As to the superstorm nonsense (super high super long period waves travelling thousands of kilometers (long travelled swell, where have I spent like a decade of my life studying that one (POLA/POLB)), that one is just way too easy to shoot down, the 1st day of any graduate water waves course would discuss the depth limiting criteria for water waves (this is rather important from a design perspective). During the late Eamean the water levels were 6-9 meters ABOVE current levels, if the water waves were depth limited (if they were not depth limited, then the whole argument is a non sequitur, simply because we design for 30 meter wave heights in deep water using today's wave height climatology from today's storms), then they were at least 6-9 meters higher than depth limited wave heights today. Wave power is the square of wave height, wave power is a linear function of wave period (longer period waves means more power). Orientation of the chevrons, you say? Wave refraction would be my immediate answer (waves will bend towards the shore parallel direction, in depth limited conditions (waves "see" the bottom). Caveats? One needs to do the appropriate numerical (and less so today, laboratory modelling) of the nearshore processes as was recently done by the USACE ERDC for NAD (North Atlantic Division, e. g. Sandy, NYC, et. al.). We've been doing this stuff for several decades (at least 50 years) now. Pretty plain cut and dried stuff, in fact.

BBD said...

Hansen et al. (2015):

Although climate forcings were weak and changed slowly during the Eemian, there were probably instances in the Eemian with sea level change of the order of 1m century-1 (Rohling et al., 2008; W. Thompson et al., 2011; Blanchon et al., 2009).


O’Leary et al. (2013) provide a new perspective on Eemian sea level change using over 100 well-dated U-series coral reefs at 28 sites along the 1400 km west coast of Australia and incorporating GIA corrections on regional sea level. In agreement with Hearty et al. (2007), their analyses suggest that sea level was relatively stable at 3–4m in most of the Eemian, followed by a rapid (<1000 yr) late-Eemian sea level rise to about +9 m. U-series dating of the corals has the sea level rise begin at 119 ky b2k and peak sea level at 118.1 +/- 1.4 ky b2k.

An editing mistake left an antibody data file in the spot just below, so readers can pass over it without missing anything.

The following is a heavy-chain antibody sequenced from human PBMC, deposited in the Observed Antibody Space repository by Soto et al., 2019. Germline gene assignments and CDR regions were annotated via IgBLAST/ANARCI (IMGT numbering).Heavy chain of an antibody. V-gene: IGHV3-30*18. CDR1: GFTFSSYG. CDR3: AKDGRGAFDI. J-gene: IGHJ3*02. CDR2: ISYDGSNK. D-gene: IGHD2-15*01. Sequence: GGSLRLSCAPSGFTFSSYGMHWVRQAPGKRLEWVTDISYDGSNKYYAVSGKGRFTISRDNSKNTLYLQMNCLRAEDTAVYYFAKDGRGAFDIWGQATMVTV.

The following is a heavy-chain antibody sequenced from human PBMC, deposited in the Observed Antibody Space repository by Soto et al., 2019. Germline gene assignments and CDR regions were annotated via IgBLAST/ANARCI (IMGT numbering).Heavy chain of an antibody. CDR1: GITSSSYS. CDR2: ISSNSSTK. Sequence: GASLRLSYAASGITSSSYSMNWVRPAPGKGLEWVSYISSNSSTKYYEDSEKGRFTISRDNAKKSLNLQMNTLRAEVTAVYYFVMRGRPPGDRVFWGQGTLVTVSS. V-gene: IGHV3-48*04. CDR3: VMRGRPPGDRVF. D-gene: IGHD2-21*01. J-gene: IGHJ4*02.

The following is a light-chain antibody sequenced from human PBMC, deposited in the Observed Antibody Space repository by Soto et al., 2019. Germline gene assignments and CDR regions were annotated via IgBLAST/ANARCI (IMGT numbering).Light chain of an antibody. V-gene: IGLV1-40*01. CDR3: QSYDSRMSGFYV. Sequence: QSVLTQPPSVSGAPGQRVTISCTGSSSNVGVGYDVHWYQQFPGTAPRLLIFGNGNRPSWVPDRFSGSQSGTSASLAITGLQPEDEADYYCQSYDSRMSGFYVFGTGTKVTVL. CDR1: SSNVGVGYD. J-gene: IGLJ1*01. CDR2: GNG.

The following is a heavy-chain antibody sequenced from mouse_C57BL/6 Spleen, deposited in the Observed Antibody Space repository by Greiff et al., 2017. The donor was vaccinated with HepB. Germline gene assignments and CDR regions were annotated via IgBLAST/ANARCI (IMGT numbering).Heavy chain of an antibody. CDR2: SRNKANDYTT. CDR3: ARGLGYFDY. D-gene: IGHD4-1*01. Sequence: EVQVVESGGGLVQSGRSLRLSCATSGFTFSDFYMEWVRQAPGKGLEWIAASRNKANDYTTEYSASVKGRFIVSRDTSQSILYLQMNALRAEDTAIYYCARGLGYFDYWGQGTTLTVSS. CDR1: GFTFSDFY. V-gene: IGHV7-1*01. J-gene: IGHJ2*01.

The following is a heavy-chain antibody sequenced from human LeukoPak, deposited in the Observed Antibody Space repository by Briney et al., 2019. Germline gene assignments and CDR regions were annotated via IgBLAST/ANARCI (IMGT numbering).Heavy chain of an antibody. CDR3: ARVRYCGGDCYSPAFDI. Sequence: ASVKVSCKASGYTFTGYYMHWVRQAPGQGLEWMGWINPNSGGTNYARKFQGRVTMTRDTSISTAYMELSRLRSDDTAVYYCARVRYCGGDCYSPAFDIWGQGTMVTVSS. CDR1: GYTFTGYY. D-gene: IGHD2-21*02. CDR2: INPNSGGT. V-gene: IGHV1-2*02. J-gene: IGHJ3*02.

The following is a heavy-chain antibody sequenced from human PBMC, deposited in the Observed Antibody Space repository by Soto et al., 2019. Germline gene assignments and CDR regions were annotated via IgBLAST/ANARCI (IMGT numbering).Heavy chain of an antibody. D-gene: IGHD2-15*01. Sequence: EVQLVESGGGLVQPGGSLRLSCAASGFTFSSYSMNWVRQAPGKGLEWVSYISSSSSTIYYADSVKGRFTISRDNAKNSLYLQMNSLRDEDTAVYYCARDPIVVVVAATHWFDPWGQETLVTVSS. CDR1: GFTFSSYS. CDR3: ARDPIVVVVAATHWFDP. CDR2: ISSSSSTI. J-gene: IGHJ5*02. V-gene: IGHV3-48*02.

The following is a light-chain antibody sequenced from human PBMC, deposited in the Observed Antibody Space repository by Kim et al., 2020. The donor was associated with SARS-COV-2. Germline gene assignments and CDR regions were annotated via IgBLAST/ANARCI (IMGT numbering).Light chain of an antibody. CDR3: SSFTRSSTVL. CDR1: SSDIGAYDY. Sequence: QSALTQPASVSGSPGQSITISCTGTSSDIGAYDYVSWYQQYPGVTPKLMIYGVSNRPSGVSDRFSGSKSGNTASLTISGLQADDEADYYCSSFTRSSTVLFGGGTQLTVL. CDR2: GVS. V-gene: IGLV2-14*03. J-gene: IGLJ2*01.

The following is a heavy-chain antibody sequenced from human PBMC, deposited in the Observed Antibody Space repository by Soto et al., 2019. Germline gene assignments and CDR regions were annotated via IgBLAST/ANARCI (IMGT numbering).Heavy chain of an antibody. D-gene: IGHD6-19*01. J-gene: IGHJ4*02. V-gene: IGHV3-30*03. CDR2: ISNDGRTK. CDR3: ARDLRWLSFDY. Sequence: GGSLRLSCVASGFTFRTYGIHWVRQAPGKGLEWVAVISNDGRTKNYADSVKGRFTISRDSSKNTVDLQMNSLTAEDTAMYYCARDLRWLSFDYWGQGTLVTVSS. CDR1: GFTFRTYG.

BBD said...

From Hansen 15 cont...

Blanchon et al. (2009) used a sequence of coral reef crests from northeast Yucatan peninsula, Mexico, to investigate sea level change with a higher temporal precision than possible with U-series dating alone. They used coral reef “back-stepping”, i.e., the fact that the location of coral reef building moves shoreward as sea level rises, to infer sea level change. They found that in the latter half of the Eemian there was a point at which sea level jumped by 2–3m within an “ecological” period, i.e., within several decades. From 5 U-series dating they estimated that this period of rapid sea level rise
occurred at about 121 ky b2k.

Kevin O'Neill said...

EFS: The chevrons studied by Hearty all point in the same compass direction regardless the orientation of the shoreline.

MIS 5e had maximum sea levels in the 6-9m range, but it was not a constant increase - it was rise, fall, rise. The maximum was in the 2nd rise and typically given as 4m above the initial increase. The fall between the two is typically stated as equivalent to present sea levels. So over this relatively short period we had +4m, -4m, +8m of sea level change.

Yes, there are uncertainties. They are not our friend. Also, remember that in many of these dates, the absolute uncertainties are much, much larger than the relative uncertainties. I.e., we look at two strata of rock and date them to 120kya +/- 2kya. We may *also* know that strata 1 is 10 years older than strata 2. The relative uncertainties are often independent of the absolute uncertainties.

Hansen et al have now responded to the Revkin comment vis a vis the Bourgeois & Weiss paper and the Mylroie paper. I am not competent to judge whether their response is persuasive.

Everett F Sargent said...


I have NO scientific credibility. Happy now?

Here's the basic problem though (as I see it and have commented on in a rather sardonic way in the past (Eli might even remember)).

We all (people who design and build stuff) are waiting on you all (planners policymakers politicians people) to tell us all what to do. At least the we all that is the USACE (we request stuff (funding as per our mission statement) as mandated by Congress and the POTUS, Congress and the POTUS throw us chump change, or some such). Wind farms? I'm there. Solar farms? I'm there. 100% renewables (not really likely but WTF)? I'm there. EV's? I'm there. Fencing off Montana and extermination of any homo sapien who stays or enters? I'm there (I've always wanted to do that, fence off a very large area of nature from humanity in perpetuity).

If you all can't make up your own damn minds, we all (people who do stuff in the coastal zone (and I don't mean real estate developers)) get stuck with adaptation (the New Jerseyfication of the high density high economic coastline, which pretty much just kicks the proverbial can 10-100 years down the timeline). Poor people are rather stuck because no money means move or die.